Such was a board society. There are certain traits of legitimation in skate culture. Sponsoring a board company is a big deal. You can stand on a podium at the Olympics and even make a living from winning competitions, but if your name isn’t printed on a board and sold in independent skate shops, you’re not a “pro”.

Traditionally, to reach that pro status, people have had to do lots and lots of really hard tricks, film them and put bits out to prove it – another reason why full lengths are so important. Then, if their sponsor deems them worthy, they go Pro. If you’re just sponsored but not a pro, you’re an “Am” or amateur, which is still a pretty big deal. Professional skateboarding has never been a meritocracy, despite its self-mythologization, but the general idea is that being sponsored is something you deserve. That brings us to the title of There’s video.

While some core skaters have welcomed the emergence of queer skateboarding as a subculture within a subculture, many others have complained that queer skaters don’t deserve that they don’t deserve all that attention and win all that sponsorship without enough gnarly handrails to grind. Scrape enough pool decking or whatever. The “level” is not high enough, they say. And that accusation has been leveled at pretty much every skater with a sizable following or sponsorship who isn’t a cisgender, straight male. This is deeply annoying and that’s exactly what makes There Skateboards ridiculous with the title of the video.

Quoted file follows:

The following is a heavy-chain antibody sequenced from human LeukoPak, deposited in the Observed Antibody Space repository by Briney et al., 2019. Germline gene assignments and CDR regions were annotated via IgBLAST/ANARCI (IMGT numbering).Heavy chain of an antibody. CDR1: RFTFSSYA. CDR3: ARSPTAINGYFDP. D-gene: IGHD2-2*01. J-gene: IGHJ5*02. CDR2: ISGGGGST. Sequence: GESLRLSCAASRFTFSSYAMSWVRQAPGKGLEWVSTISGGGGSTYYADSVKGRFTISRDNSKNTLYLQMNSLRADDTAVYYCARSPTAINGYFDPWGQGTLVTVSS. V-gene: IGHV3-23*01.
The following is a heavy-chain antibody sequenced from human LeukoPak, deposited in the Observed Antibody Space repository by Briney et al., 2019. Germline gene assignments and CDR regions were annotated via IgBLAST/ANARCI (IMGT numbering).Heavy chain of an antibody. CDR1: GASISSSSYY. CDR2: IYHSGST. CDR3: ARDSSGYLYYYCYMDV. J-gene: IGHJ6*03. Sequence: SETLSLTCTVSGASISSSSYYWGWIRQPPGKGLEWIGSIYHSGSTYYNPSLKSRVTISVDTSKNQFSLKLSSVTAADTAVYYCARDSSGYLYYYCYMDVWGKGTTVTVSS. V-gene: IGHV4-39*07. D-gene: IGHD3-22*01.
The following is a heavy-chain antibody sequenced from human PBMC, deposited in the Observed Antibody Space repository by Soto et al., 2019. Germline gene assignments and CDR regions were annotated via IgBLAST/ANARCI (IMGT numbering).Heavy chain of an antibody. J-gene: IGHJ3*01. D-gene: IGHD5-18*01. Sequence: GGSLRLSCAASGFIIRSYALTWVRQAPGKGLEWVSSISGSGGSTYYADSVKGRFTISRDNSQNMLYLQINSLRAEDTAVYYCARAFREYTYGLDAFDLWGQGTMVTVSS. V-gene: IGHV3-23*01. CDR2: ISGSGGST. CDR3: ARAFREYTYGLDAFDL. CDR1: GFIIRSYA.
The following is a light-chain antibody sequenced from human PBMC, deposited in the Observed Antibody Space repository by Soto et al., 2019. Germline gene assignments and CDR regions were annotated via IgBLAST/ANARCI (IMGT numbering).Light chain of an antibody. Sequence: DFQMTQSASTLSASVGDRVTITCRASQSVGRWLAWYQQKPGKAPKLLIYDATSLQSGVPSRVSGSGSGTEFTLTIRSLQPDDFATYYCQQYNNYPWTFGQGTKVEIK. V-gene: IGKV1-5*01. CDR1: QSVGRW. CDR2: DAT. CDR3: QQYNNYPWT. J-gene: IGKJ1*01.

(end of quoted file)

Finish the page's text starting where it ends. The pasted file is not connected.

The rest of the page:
Reflecting on the recent cultural shift away from gatekeeping, literary critic Ayesha A. Siddiqi wrote in her substack, “In 2010, Patton Oswalt practically had a meltdown because comics weren’t that hard to get into, I guess me, for him. The increased accessibility of everything he held dear about his identity seemed more of a personal loss than a societal gain.”

CC: Mid to late 30’s skater who owns a collection of washcloths and has a complicated relationship with local beer.

The point is that the existence of companies like There and Glue, another queer-owned skate company, as well as the growing number of women and LGBTQ+ people being sponsored by major shoe brands and legacy skate companies is an absolute win for the society is. “Ruining Skateboarding” proves how significant this win is. Far from ruining it, the video celebrates skateboarding and skate culture.